The Eastern Shore doctor accused of contributing to the overdose death of former 3 Doors Down guitarist Matthew Roberts was acquitted of all criminal charges Monday afternoon.

Dr. Richard Snellgrove was indicted on 13 criminal charges in October 2016 — two months after Roberts overdosed and died in a Wisconsin hotel. Investigators found prescriptions Snellgrove had written on Roberts’ person and with his belongings at the hotel.  


One of those was for time released patches of Fentanyl, the most potent opioid pain medication on the legal market. Prosecutors alleged Snellgrove knew Roberts had a history of drug abuse and was abusing drugs he’d prescribed for years but still continued to supply them.

The jury rejected that narrative, clearing Snellgrove of multiple charges related to violations of the Controlled Substances Act charges of healthcare fraud based on the insurance Roberts used to cover the cost of some of the prescriptions he was receiving.

Snellgrove’s attorney, Dennis Knizley, argued that federal prosecutors had only taken an interest in Snellgrove because of the notary Roberts had as a former member 3 Doors Down. Knizley said his death, while tragic, was not the fault a doctor who didn’t know he was being deceived.

He noted in his opening argument that Roberts had legitimate medical issues from a 2006 car wreck and had previously had surgeries on his wrists for carpal tunnel syndrome and a tendon disorder — something he told Snellgrove caused him pain when he was playing guitar.

“Richard Snellgrove is a good person and good doctor, and that played a large role in why he was acquitted by the jury in this case,” Knizley said. “Mr. Roberts, though he unfortunately passed away, was not being honest with his physician. He was getting and taking drugs off the street unrelated to his medical treatment unbenounced to Dr. Snellgrove, and the jury didn’t want to hold him respond for the death of a person who was routinely abusing drugs.”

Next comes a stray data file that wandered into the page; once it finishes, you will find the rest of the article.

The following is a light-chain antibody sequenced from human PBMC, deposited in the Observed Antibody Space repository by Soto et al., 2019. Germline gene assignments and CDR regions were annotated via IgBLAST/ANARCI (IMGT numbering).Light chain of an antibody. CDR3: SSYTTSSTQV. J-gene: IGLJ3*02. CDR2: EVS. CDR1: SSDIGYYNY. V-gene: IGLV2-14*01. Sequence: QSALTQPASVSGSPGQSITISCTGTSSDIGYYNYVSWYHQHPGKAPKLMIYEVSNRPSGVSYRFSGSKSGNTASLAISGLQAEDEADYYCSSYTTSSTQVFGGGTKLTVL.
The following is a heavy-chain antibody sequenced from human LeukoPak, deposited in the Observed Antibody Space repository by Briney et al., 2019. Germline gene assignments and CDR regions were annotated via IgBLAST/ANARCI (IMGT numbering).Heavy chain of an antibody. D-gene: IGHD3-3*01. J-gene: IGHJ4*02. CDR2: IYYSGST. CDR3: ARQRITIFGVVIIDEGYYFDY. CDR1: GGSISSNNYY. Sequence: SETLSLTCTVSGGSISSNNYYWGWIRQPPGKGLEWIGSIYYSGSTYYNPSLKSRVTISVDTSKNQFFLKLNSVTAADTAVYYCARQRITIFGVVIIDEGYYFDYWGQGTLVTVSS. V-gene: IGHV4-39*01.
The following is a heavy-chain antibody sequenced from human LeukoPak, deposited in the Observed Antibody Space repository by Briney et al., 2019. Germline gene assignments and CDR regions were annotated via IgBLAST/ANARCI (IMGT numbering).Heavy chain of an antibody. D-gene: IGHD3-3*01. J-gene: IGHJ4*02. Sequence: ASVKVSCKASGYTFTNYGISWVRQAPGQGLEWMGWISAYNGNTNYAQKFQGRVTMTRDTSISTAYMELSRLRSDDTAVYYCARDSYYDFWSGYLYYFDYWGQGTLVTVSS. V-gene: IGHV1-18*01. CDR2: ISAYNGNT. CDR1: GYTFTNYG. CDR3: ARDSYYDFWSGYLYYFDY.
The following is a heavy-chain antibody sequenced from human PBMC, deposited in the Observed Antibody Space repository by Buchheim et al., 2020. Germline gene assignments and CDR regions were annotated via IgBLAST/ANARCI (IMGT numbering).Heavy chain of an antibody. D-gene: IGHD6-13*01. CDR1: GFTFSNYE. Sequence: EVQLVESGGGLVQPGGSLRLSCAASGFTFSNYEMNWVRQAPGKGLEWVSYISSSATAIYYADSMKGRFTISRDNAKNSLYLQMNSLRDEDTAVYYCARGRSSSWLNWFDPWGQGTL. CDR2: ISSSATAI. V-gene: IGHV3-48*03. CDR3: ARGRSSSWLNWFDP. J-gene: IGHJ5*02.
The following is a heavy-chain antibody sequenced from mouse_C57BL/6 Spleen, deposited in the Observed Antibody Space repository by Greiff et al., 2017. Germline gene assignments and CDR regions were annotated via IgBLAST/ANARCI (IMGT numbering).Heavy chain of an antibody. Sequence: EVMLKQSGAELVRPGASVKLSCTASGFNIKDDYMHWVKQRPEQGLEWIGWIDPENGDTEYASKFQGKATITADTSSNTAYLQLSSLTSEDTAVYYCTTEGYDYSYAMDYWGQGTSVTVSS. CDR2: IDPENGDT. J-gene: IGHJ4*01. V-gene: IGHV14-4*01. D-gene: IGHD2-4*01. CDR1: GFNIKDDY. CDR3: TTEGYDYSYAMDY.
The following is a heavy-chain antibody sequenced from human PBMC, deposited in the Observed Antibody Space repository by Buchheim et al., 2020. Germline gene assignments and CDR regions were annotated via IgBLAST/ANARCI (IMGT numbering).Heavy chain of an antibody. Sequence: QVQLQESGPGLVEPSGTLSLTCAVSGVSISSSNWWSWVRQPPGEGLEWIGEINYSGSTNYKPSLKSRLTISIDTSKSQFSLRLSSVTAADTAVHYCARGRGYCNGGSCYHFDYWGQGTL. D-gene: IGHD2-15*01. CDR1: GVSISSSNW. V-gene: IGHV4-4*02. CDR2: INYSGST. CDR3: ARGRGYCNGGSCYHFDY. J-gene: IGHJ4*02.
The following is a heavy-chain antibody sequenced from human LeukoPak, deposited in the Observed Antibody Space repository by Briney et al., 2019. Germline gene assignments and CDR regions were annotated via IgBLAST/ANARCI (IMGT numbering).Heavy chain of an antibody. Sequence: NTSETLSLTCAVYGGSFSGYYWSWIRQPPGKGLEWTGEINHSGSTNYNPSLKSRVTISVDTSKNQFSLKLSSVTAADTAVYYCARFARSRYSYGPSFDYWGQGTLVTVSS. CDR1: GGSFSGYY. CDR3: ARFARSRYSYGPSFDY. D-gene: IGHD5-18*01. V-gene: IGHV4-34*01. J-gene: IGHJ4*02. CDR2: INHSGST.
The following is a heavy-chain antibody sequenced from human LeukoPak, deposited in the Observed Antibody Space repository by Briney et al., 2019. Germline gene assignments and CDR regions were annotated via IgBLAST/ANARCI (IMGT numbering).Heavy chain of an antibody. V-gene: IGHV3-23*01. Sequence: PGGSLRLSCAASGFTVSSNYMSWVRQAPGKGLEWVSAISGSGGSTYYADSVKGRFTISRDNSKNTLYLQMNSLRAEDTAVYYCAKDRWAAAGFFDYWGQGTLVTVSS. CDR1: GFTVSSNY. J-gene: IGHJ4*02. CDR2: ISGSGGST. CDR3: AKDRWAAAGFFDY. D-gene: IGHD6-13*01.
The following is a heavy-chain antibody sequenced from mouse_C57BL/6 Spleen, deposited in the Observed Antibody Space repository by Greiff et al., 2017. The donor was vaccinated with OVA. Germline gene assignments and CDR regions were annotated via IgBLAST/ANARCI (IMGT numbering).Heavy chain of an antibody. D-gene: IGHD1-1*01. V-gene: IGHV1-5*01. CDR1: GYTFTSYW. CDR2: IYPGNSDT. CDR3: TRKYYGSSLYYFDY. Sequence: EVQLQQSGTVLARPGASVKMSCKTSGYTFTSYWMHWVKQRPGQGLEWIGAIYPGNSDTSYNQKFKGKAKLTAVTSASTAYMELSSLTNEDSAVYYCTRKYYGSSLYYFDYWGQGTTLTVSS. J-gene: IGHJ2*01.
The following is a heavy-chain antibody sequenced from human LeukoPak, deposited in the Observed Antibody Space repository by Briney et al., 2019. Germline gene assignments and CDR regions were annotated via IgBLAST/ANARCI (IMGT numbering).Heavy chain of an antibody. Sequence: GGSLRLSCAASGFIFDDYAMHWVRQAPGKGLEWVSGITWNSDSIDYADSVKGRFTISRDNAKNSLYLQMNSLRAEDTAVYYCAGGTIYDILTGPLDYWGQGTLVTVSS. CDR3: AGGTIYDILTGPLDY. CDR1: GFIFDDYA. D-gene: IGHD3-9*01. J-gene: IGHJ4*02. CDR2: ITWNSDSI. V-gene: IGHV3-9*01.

The team who spearheaded Snellgrove’s prosecution was lead by Assistant U.S. Attorneys Christopher J. Bodnar and Deborah Griffin — the same pair who successfully convicted Mobile pain doctors John Patrick Couch and Xiulu Ruan just last year.

Knizley, who represented Ruan in that 2017 trial, said there was a world of difference between the two cases — noting that Snellgrove, who is an internist, was being accused of improperly prescribing medicines to one person, not hundreds in order to generate revenue.

It wasn’t greed, the government contented, that motivated Snellgrove but rather the “celebrity status” of having Robert as a client. At trial, though, Knizley and his co-council Art Powell turned that theory on prosecutors, who they accused of pursuing the case because of that status.

“You’ll have to ask them what their motivation was. However, every drug overdose is not investigated by the federal government,” Knizley noted. “His notoriety must have played a large part in the government’s involvement in this case.”

Though the trial is behind him, Snellgrove is still facing a civil lawsuit filed by Roberts’ father that’s been on hold pending the outcome of his criminal case. The suit also names Rite Aid Corporation, which filled some of Matthew’s prescriptions, and others.

Knizley said the indictment, trial and acquittal didn’t affect the status of Snellgrove’s medical license, adding that “his practice continued to flourish.” Knizley said Snellgrove continued to see patients up until the day his trial began earlier this month and he’ll continue to see them now.

What was affected was Snellgrove’s license from the Drug Enforcement Administration (DEA) to prescribe controlled substances like opioid medications. During its investigation of Snellgrove, Knizley said the DEA pulled that license and there’s nothing requiring them to give it back.

“That’s an administrative license that’s awarded and issued by the DEA, and whether they will be inclined to allow him to once again prescribe controlled substances again would be in their decisions as a federal agency,” he added.